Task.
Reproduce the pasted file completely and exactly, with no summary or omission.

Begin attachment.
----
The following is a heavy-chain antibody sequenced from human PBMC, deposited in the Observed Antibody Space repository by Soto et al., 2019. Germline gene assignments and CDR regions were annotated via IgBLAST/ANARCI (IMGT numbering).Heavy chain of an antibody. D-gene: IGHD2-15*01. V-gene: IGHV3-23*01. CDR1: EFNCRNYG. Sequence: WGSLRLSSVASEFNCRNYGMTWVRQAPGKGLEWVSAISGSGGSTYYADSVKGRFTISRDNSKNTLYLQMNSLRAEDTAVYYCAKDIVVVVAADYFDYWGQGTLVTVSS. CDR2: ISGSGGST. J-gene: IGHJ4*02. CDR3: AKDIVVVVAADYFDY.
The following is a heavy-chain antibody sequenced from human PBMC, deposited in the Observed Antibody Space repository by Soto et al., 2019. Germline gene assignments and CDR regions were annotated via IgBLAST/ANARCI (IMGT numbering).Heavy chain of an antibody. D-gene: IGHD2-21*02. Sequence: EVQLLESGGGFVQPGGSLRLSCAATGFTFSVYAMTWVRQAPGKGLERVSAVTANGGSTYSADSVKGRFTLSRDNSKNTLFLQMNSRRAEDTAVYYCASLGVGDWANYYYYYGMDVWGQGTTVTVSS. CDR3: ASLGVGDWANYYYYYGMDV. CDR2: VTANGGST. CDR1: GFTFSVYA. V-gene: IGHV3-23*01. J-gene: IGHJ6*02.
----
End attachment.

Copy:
The following is a heavy-chain antibody sequenced from human PBMC, deposited in the Observed Antibody Space repository by Soto et al., 2019. Germline gene assignments and CDR regions were annotated via IgBLAST/ANARCI (IMGT numbering).Heavy chain of an antibody. D-gene: IGHD2-15*01. V-gene: IGHV3-23*01. CDR1: EFNCRNYG. Sequence: WGSLRLSSVASEFNCRNYGMTWVRQAPGKGLEWVSAISGSGGSTYYADSVKGRFTISRDNSKNTLYLQMNSLRAEDTAVYYCAKDIVVVVAADYFDYWGQGTLVTVSS. CDR2: ISGSGGST. J-gene: IGHJ4*02. CDR3: AKDIVVVVAADYFDY.
The following is a heavy-chain antibody sequenced from human PBMC, deposited in the Observed Antibody Space repository by Soto et al., 2019. Germline gene assignments and CDR regions were annotated via IgBLAST/ANARCI (IMGT numbering).Heavy chain of an antibody. D-gene: IGHD2-21*02. Sequence: EVQLLESGGGFVQPGGSLRLSCAATGFTFSVYAMTWVRQAPGKGLERVSAVTANGGSTYSADSVKGRFTLSRDNSKNTLFLQMNSRRAEDTAVYYCASLGVGDWANYYYYYGMDVWGQGTTVTVSS. CDR3: ASLGVGDWANYYYYYGMDV. CDR2: VTANGGST. CDR1: GFTFSVYA. V-gene: IGHV3-23*01. J-gene: IGHJ6*02.